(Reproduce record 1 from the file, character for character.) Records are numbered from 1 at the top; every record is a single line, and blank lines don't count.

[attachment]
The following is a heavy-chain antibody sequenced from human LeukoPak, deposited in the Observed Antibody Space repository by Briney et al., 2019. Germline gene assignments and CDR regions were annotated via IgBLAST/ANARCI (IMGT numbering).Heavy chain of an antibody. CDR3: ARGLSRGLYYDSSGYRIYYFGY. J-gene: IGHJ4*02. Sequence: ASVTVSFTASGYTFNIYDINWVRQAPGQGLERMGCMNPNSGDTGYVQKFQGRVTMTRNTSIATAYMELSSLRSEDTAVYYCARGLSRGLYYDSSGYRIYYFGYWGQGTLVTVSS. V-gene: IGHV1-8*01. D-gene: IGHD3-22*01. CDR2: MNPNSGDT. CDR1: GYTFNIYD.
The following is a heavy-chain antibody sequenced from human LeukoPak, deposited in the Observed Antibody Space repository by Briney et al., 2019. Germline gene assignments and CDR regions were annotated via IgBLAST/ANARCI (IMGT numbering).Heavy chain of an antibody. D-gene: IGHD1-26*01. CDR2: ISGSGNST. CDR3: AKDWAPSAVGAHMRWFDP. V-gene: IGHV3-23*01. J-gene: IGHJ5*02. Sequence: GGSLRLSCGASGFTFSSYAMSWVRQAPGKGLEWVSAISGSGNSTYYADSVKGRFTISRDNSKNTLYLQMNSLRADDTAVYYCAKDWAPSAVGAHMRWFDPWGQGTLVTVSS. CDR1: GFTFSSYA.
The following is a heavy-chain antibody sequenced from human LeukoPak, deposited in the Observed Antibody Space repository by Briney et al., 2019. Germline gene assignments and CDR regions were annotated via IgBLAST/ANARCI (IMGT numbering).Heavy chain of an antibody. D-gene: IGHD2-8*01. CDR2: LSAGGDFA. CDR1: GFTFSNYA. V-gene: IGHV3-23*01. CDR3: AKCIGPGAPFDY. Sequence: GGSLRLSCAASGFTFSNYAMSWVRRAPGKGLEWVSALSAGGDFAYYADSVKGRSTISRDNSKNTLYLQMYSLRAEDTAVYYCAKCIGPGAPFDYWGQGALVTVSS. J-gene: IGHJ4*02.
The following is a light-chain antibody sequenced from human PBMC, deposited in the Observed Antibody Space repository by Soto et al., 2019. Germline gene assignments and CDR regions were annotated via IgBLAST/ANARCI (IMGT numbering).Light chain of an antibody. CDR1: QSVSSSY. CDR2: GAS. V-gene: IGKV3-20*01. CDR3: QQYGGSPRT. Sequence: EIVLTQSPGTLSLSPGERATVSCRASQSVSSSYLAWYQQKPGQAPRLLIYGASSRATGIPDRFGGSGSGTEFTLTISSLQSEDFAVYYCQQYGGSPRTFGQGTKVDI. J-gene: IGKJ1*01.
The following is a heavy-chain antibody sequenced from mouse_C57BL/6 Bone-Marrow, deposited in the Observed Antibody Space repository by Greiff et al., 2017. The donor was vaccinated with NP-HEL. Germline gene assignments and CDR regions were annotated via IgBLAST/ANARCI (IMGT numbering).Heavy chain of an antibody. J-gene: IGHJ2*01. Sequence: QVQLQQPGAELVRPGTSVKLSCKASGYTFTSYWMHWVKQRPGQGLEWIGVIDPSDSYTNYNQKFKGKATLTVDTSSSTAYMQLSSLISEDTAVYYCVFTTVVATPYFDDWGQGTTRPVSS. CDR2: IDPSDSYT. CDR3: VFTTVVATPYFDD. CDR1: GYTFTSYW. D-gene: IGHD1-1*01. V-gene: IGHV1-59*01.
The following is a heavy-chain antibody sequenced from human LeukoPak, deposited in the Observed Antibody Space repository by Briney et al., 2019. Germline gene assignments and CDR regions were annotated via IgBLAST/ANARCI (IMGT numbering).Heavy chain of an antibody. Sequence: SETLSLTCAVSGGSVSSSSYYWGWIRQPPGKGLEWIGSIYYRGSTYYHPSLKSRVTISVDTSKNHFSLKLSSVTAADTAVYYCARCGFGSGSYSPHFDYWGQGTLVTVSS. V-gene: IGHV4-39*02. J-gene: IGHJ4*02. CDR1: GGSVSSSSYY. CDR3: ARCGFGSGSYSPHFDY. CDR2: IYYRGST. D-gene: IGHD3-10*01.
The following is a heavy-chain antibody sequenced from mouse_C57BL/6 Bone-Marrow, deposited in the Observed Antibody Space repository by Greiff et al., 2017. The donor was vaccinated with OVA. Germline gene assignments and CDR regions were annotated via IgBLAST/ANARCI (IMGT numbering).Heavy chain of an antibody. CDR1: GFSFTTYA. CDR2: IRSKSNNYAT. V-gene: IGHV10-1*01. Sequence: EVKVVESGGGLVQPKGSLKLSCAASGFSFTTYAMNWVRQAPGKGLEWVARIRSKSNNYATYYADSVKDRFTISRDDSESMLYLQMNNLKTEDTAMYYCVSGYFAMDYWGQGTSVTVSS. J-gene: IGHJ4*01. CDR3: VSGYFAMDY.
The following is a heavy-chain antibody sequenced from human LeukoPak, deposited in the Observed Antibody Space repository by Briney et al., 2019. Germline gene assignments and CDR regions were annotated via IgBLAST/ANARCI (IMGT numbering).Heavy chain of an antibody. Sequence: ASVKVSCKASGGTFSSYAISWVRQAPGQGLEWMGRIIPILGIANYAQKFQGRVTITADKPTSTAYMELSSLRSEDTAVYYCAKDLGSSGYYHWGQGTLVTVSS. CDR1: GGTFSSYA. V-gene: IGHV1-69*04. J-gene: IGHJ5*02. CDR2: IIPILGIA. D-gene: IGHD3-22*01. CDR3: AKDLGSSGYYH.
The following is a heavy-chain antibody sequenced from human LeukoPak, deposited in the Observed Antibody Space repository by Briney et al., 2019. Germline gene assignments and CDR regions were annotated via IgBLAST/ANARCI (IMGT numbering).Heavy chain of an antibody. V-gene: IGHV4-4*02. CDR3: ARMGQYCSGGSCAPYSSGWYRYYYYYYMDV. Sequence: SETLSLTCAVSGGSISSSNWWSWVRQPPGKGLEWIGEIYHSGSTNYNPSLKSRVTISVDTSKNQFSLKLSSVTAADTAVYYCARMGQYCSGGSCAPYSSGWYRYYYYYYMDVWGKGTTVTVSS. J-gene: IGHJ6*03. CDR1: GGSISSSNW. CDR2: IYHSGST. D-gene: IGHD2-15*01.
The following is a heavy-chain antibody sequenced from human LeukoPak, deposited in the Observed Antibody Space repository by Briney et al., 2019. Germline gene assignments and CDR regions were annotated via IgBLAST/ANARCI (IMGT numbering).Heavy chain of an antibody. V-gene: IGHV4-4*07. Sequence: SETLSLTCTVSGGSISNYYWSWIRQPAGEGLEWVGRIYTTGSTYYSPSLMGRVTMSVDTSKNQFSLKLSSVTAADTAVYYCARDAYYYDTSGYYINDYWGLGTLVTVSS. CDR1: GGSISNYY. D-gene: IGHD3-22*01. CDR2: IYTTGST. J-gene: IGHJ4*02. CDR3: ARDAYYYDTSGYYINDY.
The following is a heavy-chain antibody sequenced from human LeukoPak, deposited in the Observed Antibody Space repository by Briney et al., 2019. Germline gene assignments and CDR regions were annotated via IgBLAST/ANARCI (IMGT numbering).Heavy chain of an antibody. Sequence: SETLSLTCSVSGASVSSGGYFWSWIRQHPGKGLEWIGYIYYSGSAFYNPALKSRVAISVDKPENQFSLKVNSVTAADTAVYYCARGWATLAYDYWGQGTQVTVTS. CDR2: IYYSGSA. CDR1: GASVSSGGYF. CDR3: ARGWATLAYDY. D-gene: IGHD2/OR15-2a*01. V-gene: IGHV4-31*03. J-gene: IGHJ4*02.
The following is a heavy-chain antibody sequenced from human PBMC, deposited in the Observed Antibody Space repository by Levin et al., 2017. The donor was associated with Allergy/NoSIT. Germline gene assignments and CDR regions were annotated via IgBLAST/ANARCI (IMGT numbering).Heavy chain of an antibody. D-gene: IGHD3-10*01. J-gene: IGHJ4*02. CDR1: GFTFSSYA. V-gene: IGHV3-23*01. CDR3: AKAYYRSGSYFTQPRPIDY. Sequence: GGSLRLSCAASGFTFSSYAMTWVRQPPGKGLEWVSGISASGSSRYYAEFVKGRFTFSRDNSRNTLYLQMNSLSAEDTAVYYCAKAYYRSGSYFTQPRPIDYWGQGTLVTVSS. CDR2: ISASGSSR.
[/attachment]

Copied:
The following is a heavy-chain antibody sequenced from human LeukoPak, deposited in the Observed Antibody Space repository by Briney et al., 2019. Germline gene assignments and CDR regions were annotated via IgBLAST/ANARCI (IMGT numbering).Heavy chain of an antibody. CDR3: ARGLSRGLYYDSSGYRIYYFGY. J-gene: IGHJ4*02. Sequence: ASVTVSFTASGYTFNIYDINWVRQAPGQGLERMGCMNPNSGDTGYVQKFQGRVTMTRNTSIATAYMELSSLRSEDTAVYYCARGLSRGLYYDSSGYRIYYFGYWGQGTLVTVSS. V-gene: IGHV1-8*01. D-gene: IGHD3-22*01. CDR2: MNPNSGDT. CDR1: GYTFNIYD.